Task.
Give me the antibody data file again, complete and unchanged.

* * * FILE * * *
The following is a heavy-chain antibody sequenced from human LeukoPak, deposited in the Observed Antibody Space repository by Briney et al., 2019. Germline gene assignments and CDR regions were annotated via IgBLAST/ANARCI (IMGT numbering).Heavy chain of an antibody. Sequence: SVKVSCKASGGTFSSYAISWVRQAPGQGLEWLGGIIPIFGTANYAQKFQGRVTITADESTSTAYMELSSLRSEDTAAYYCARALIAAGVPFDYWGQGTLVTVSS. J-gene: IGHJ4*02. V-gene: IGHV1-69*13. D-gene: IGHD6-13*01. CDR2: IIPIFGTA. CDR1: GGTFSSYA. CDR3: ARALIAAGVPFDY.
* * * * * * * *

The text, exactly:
The following is a heavy-chain antibody sequenced from human LeukoPak, deposited in the Observed Antibody Space repository by Briney et al., 2019. Germline gene assignments and CDR regions were annotated via IgBLAST/ANARCI (IMGT numbering).Heavy chain of an antibody. Sequence: SVKVSCKASGGTFSSYAISWVRQAPGQGLEWLGGIIPIFGTANYAQKFQGRVTITADESTSTAYMELSSLRSEDTAAYYCARALIAAGVPFDYWGQGTLVTVSS. J-gene: IGHJ4*02. V-gene: IGHV1-69*13. D-gene: IGHD6-13*01. CDR2: IIPIFGTA. CDR1: GGTFSSYA. CDR3: ARALIAAGVPFDY.